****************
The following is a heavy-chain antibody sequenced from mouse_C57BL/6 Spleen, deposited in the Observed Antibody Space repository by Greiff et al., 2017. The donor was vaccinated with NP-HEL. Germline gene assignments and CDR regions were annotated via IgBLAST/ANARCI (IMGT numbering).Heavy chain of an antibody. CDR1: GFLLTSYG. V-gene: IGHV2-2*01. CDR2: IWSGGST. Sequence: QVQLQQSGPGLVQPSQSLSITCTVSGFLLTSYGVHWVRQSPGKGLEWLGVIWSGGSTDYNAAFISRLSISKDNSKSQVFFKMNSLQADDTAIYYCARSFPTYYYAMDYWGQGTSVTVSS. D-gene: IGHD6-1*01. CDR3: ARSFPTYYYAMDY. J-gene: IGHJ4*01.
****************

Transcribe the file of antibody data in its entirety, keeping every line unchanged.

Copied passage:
The following is a heavy-chain antibody sequenced from mouse_C57BL/6 Spleen, deposited in the Observed Antibody Space repository by Greiff et al., 2017. The donor was vaccinated with NP-HEL. Germline gene assignments and CDR regions were annotated via IgBLAST/ANARCI (IMGT numbering).Heavy chain of an antibody. CDR1: GFLLTSYG. V-gene: IGHV2-2*01. CDR2: IWSGGST. Sequence: QVQLQQSGPGLVQPSQSLSITCTVSGFLLTSYGVHWVRQSPGKGLEWLGVIWSGGSTDYNAAFISRLSISKDNSKSQVFFKMNSLQADDTAIYYCARSFPTYYYAMDYWGQGTSVTVSS. D-gene: IGHD6-1*01. CDR3: ARSFPTYYYAMDY. J-gene: IGHJ4*01.